Editorial

Preserve investor trust

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Money goes where it grows. This is a fundamental tenet among investors, and the move of Manuel V. Pangilinan to look for investment opportunities outside the Philippines hews to it. It’s interesting that the decision of the high-profile businessman and sports patron to lead a high-powered team on a three-day visit to Vietnam last week came at a time when he is experiencing a series of unfortunate events, whether involving business or not, at home.

On the business front, MVP’s latest setback was the breakdown in talks to acquire GMA Network, a P52-billion deal that could have fit well into the convergence strategy of his telecom units PLDT and Smart/Piltel/Sun Cellular. Then there was the matter of the tailings leak from Philex Mining Corp.’s Padcal mine in Benguet, which has finally been plugged. There is likewise the issue on the connector road project to link the North and South Expressways. MVP’s group had submitted an unsolicited proposal to the government to undertake the project, but then came another connector road proposal from his chief rival in business, San Miguel Corp.’s head honcho Ramon S. Ang. To avoid accusations of favoring one over the other, President Aquino instructed all concerned departments to allow the two connector road projects to proceed.

Earlier, MVP suffered a setback in the Supreme Court, which decided that PLDT had exceeded the constitutional limit on foreign ownership. The high court only recently ruled with finality on the matter, rejecting the motion for reconsideration submitted by the MVP group. PLDT now has to issue more voting preferred shares to bring down the ownership of foreigners in the telecom giant to the constitutional limit of 40 percent.

Outside of business, MVP also had a falling out with Ateneo de Manila University, which he had supported financially through the years. In a statement, he cited his differences with his alma mater on two critical issues—the controversial Reproductive Health bill and the equally controversial mining industry.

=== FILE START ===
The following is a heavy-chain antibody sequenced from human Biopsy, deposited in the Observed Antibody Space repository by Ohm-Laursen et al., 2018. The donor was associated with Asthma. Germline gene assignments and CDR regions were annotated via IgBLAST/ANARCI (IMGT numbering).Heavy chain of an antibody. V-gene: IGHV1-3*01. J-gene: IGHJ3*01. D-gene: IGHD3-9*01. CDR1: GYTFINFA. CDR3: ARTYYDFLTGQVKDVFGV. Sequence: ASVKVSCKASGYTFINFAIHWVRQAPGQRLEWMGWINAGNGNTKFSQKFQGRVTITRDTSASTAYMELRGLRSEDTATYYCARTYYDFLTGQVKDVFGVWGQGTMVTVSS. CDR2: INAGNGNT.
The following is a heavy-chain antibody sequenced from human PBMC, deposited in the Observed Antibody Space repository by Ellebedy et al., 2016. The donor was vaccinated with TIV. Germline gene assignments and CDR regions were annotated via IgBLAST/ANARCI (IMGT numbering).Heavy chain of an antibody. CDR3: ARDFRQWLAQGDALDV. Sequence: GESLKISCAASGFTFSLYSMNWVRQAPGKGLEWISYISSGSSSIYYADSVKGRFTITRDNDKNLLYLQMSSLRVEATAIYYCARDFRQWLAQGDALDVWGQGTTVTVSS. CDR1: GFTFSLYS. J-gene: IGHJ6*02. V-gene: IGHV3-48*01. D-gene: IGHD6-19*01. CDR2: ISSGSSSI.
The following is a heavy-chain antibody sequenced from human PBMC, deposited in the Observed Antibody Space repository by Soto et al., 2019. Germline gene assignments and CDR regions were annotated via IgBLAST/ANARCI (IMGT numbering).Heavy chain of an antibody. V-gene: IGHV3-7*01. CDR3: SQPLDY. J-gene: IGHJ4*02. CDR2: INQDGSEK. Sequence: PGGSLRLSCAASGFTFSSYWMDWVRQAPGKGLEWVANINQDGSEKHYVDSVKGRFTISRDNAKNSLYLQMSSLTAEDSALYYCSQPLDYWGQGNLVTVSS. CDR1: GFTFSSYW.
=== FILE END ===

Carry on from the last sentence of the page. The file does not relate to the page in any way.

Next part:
The Metro Rail Transit 3 project is quite another business issue that has saddened the MVP group. Through Metro Pacific Investments Corp., the MVP group offered more than $1 billion to the government to acquire and expand the mass transport system. After months of studying the matter and saying it wanted transparency in all its undertakings, the Aquino administration instead approved early last month a bidding for the P8.6-billion MRT 3 capacity-expansion project.

Perhaps the biggest issue that posed a big influence on MVP’s desire to look elsewhere for business growth involves the SCTEx. In November 2010, his Manila North Tollways Corp. (MNTC) won the 25-year contract to operate and maintain the 94-kilometer Subic-Clark-Tarlac Expressway, subject to the approval of the Office of the President. But such an approval never came as Mr. Aquino’s economic officials said the government needed to gain more money from the SCTEx project. Subsequent negotiations prompted the MVP group to submit a revised proposal.

Last week, the President said he had not yet signed the SCTEx concession agreement with MNTC because the government was still reviewing the terms. But as he announced this, some of his officials indicated that Malacañang would soon issue an order to rebid the SCTEx contract as the revised MNTC offer was supposedly still insufficient to address the government’s desire to get more out of the Philippines’ longest expressway.

The MVP group, in effect, stands to lose the SCTEx toll project after going through two administrations and two rounds of negotiations. Imagine its disappointment at this changing of the rules. An official from the MVP group had warned that if Malacañang would indeed order a rebidding, the transaction would not sit well with the group’s creditors. A rebidding of SCTEx will also be seen as an opportunity for MVP’s main business rival—San Miguel’s Ang—to snatch the SCTEx contract.

It is certainly the duty of the government to maximize the benefits to the country of any project that it hands over to the private sector. This, however, should not be at the expense of losing the trust and confidence of investors in the regulatory framework of the Philippine economy.

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